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Rothko Chapel, Houston

(3.2/5 based on 260+ reviews on the web)
The Rothko Chapel is a non-denominational chapel in Houston, Texas, founded by John and Dominique de Menil. The interior serves not only as a chapel, but also as a major work of modern art. On its walls are fourteen black but color hued paintings by Mark Rothko. The shape of the building, an octagon inscribed in a Greek cross, and the design of the chapel was largely influenced by the artist.Susan J. Barnes states "The Rothko Chapel...became the world's first broadly ecumenical center, a holy place open to all religions and belonging to none. It became a center for international cultural, religious, and philosophical exchanges, for colloquia and performances. And it became a place of private prayer for individuals of all faiths"On September 16, 2000, the Rothko Chapel was placed on the National Register of Historic Places.HistoryIn 1964 Rothko was commissioned by John and Dominique de Menil to create a meditative space filled with his paintings. The works are site-specific, one of the requirements of the program. As Rothko was given creative license on the design of the structure, he clashed with the project's original architect, Philip Johnson over the plans for the chapel. The plans went through several revisions and architects. Rothko continued to work first with Howard Barnstone and then with Eugene Aubry, but ultimately he did not live to see the chapel's completion in 1971. After a long struggle with depression, Rothko committed suicide in his New York studio on February 25, 1970.
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Reviews
TripAdvisor
  • Having heard for many years about the Rothko chapel, I decided to take the family there as a side trip from the Menil Collection. It is an unassuming building from the outside but the whole environmen...  more »
  • I love this place inside and out. The feeling inside the chapel is calming an inclusive. Great place to mediate and pray . Sitting outdoors by the reflecting pool is such a great place to enjoy the ou...  more »
  • Architecture of clear lines, but with a sophisticated concept, immersed in a garden of trees. Octagonal form, where you can sit in the chapel on either side to look at the paintings in shades of purple. At the entrance you have books of various religions, an invitation to share without fear the space with the other be it that religion is, to be in communion with himself, for together share the space that exudes meditative peace and harmony. Where we can find it these days? Wonderful! Not to be missed!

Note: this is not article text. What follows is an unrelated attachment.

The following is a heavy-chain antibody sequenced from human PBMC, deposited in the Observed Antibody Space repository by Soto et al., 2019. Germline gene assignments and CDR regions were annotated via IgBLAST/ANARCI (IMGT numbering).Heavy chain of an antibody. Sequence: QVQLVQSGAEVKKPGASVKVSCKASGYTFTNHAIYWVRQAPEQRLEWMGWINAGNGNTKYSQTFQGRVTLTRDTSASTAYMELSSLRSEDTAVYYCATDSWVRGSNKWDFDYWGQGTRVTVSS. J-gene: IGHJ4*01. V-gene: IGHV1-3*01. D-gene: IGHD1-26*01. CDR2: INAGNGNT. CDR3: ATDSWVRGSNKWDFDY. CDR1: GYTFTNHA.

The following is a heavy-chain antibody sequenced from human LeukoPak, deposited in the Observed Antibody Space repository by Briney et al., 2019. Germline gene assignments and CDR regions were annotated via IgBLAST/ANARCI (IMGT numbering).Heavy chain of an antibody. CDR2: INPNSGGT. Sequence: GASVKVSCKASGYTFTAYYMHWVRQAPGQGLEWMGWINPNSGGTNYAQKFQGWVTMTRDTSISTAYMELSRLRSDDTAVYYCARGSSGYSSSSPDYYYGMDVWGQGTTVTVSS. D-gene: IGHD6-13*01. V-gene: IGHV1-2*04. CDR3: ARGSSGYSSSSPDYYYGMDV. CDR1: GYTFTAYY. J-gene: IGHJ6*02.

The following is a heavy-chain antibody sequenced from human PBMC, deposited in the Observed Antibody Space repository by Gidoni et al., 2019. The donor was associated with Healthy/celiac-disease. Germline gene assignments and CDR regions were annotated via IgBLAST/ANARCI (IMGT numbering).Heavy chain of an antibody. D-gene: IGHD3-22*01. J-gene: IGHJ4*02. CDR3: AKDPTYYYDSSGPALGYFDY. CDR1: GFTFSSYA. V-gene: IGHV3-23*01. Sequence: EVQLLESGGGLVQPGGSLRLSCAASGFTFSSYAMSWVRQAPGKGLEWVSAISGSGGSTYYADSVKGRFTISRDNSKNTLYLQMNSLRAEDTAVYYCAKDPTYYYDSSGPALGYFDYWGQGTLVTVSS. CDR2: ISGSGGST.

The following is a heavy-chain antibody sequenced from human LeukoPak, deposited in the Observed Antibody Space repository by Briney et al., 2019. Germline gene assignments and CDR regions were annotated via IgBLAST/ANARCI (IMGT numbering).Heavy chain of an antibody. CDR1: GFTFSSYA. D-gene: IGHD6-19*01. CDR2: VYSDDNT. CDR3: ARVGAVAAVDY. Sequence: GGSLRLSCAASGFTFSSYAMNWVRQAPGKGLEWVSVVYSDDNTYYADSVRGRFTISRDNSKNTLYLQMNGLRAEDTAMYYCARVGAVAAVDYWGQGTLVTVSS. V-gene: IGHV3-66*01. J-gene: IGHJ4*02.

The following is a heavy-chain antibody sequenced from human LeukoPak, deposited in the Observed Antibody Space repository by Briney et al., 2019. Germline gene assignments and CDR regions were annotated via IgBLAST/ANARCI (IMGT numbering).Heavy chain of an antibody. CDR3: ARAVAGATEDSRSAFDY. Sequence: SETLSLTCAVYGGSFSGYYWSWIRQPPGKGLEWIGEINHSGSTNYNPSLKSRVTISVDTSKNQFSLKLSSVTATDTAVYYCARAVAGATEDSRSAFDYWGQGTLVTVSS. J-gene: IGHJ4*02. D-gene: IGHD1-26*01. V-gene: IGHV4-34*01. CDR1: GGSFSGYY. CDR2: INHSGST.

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Google
  • Amazing place to just get away from the outside world to a place of serenity and tranquility. I wish I had this place in my back yard. Very quite and peaceful.
  • Beautiful space - great for meditation and contemplation. No need to associate with any religion. The "murals" help to let your mind wander and the light is beautiful.
  • Nice, meditative space. Great location and love that all religions and walks of life are welcome here!
  • We went on a rainy, overcast day and because all of the lighting is reflected natural light, the room was very dim. We sat for quite a while in silence, a time I had been looking forward to, but instead of any sense of the spiritual I felt an increasing emptiness that became unsettling. We eventually walked the perimeter of the room to examine the paintings more closely, and while I can appreciate and marvel at the scale of the work and the subtlety of color and form each painting represents, both the room and the work felt severe and unwelcoming. It would be interesting to learn if my response to the Chapel varies on a brighter day, but after this visit I just felt like I was straining to see and feel something that wasn't there.
  • I absolutely fell in love the minute I walked. The Rothko chapel is great place to meditate - the ambience of the large room paired with the art pieces on the wall couldn't be any better. I only wish we had something along the lines of the chapel in Los Angeles!